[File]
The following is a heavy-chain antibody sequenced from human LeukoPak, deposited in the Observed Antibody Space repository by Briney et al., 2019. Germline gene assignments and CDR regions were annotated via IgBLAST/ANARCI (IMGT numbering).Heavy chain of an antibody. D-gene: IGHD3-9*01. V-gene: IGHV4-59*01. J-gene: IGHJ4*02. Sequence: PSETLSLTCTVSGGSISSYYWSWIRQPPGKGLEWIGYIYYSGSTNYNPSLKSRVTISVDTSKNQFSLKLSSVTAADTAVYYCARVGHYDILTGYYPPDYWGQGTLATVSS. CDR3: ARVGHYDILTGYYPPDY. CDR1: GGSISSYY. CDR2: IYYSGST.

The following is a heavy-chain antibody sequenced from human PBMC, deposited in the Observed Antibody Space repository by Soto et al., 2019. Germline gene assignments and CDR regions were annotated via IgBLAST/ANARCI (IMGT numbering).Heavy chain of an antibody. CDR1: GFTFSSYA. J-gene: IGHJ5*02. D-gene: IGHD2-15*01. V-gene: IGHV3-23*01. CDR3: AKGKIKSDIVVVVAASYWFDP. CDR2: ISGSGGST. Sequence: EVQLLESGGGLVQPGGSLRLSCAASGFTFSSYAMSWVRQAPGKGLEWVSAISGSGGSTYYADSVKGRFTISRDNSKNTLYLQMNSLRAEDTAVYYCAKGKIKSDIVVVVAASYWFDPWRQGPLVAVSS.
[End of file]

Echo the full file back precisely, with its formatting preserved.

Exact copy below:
The following is a heavy-chain antibody sequenced from human LeukoPak, deposited in the Observed Antibody Space repository by Briney et al., 2019. Germline gene assignments and CDR regions were annotated via IgBLAST/ANARCI (IMGT numbering).Heavy chain of an antibody. D-gene: IGHD3-9*01. V-gene: IGHV4-59*01. J-gene: IGHJ4*02. Sequence: PSETLSLTCTVSGGSISSYYWSWIRQPPGKGLEWIGYIYYSGSTNYNPSLKSRVTISVDTSKNQFSLKLSSVTAADTAVYYCARVGHYDILTGYYPPDYWGQGTLATVSS. CDR3: ARVGHYDILTGYYPPDY. CDR1: GGSISSYY. CDR2: IYYSGST.

The following is a heavy-chain antibody sequenced from human PBMC, deposited in the Observed Antibody Space repository by Soto et al., 2019. Germline gene assignments and CDR regions were annotated via IgBLAST/ANARCI (IMGT numbering).Heavy chain of an antibody. CDR1: GFTFSSYA. J-gene: IGHJ5*02. D-gene: IGHD2-15*01. V-gene: IGHV3-23*01. CDR3: AKGKIKSDIVVVVAASYWFDP. CDR2: ISGSGGST. Sequence: EVQLLESGGGLVQPGGSLRLSCAASGFTFSSYAMSWVRQAPGKGLEWVSAISGSGGSTYYADSVKGRFTISRDNSKNTLYLQMNSLRAEDTAVYYCAKGKIKSDIVVVVAASYWFDPWRQGPLVAVSS.